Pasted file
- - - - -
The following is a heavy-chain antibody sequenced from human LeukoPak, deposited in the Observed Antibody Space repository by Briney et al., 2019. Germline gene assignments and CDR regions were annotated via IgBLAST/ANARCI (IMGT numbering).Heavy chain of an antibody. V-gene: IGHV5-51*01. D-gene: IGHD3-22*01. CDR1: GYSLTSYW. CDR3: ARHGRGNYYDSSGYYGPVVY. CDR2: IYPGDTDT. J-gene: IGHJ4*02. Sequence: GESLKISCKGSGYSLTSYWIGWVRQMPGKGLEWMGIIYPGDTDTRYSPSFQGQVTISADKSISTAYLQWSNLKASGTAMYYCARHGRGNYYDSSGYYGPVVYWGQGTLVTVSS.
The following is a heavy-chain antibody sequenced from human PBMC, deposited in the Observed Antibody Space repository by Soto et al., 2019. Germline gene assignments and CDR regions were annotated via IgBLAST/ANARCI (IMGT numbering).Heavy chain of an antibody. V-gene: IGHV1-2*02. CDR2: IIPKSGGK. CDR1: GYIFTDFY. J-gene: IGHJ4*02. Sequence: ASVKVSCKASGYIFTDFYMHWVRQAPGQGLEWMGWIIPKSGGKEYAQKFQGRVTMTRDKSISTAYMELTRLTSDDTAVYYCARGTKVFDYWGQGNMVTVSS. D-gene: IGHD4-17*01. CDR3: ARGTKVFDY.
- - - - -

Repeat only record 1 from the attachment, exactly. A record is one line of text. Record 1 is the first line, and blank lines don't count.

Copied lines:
The following is a heavy-chain antibody sequenced from human LeukoPak, deposited in the Observed Antibody Space repository by Briney et al., 2019. Germline gene assignments and CDR regions were annotated via IgBLAST/ANARCI (IMGT numbering).Heavy chain of an antibody. V-gene: IGHV5-51*01. D-gene: IGHD3-22*01. CDR1: GYSLTSYW. CDR3: ARHGRGNYYDSSGYYGPVVY. CDR2: IYPGDTDT. J-gene: IGHJ4*02. Sequence: GESLKISCKGSGYSLTSYWIGWVRQMPGKGLEWMGIIYPGDTDTRYSPSFQGQVTISADKSISTAYLQWSNLKASGTAMYYCARHGRGNYYDSSGYYGPVVYWGQGTLVTVSS.